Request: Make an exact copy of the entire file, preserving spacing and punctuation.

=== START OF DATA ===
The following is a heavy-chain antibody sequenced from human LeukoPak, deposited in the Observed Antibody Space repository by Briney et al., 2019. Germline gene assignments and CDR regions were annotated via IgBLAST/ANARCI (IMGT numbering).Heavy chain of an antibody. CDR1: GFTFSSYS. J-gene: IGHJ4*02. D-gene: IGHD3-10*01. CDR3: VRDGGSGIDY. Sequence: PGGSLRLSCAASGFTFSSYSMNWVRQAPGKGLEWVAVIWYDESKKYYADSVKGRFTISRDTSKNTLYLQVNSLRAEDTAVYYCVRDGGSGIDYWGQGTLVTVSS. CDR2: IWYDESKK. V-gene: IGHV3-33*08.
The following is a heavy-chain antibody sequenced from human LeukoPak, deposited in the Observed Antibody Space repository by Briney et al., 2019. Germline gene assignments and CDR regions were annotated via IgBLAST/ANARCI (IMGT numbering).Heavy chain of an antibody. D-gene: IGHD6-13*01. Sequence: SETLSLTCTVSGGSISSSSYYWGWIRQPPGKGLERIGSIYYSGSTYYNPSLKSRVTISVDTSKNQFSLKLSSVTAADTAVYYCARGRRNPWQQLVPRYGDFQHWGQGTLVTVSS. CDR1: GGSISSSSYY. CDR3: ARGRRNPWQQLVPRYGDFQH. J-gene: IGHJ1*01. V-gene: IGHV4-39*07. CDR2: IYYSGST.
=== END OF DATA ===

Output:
The following is a heavy-chain antibody sequenced from human LeukoPak, deposited in the Observed Antibody Space repository by Briney et al., 2019. Germline gene assignments and CDR regions were annotated via IgBLAST/ANARCI (IMGT numbering).Heavy chain of an antibody. CDR1: GFTFSSYS. J-gene: IGHJ4*02. D-gene: IGHD3-10*01. CDR3: VRDGGSGIDY. Sequence: PGGSLRLSCAASGFTFSSYSMNWVRQAPGKGLEWVAVIWYDESKKYYADSVKGRFTISRDTSKNTLYLQVNSLRAEDTAVYYCVRDGGSGIDYWGQGTLVTVSS. CDR2: IWYDESKK. V-gene: IGHV3-33*08.
The following is a heavy-chain antibody sequenced from human LeukoPak, deposited in the Observed Antibody Space repository by Briney et al., 2019. Germline gene assignments and CDR regions were annotated via IgBLAST/ANARCI (IMGT numbering).Heavy chain of an antibody. D-gene: IGHD6-13*01. Sequence: SETLSLTCTVSGGSISSSSYYWGWIRQPPGKGLERIGSIYYSGSTYYNPSLKSRVTISVDTSKNQFSLKLSSVTAADTAVYYCARGRRNPWQQLVPRYGDFQHWGQGTLVTVSS. CDR1: GGSISSSSYY. CDR3: ARGRRNPWQQLVPRYGDFQH. J-gene: IGHJ1*01. V-gene: IGHV4-39*07. CDR2: IYYSGST.